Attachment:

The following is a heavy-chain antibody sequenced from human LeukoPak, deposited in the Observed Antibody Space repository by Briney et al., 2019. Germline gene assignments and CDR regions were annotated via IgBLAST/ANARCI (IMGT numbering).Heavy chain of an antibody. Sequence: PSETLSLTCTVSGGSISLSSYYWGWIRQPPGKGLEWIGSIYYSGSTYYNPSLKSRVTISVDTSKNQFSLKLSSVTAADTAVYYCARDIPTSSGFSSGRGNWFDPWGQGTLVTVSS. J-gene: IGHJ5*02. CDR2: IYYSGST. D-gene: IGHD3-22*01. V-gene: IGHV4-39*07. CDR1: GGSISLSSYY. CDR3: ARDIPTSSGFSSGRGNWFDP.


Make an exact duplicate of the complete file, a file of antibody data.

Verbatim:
The following is a heavy-chain antibody sequenced from human LeukoPak, deposited in the Observed Antibody Space repository by Briney et al., 2019. Germline gene assignments and CDR regions were annotated via IgBLAST/ANARCI (IMGT numbering).Heavy chain of an antibody. Sequence: PSETLSLTCTVSGGSISLSSYYWGWIRQPPGKGLEWIGSIYYSGSTYYNPSLKSRVTISVDTSKNQFSLKLSSVTAADTAVYYCARDIPTSSGFSSGRGNWFDPWGQGTLVTVSS. J-gene: IGHJ5*02. CDR2: IYYSGST. D-gene: IGHD3-22*01. V-gene: IGHV4-39*07. CDR1: GGSISLSSYY. CDR3: ARDIPTSSGFSSGRGNWFDP.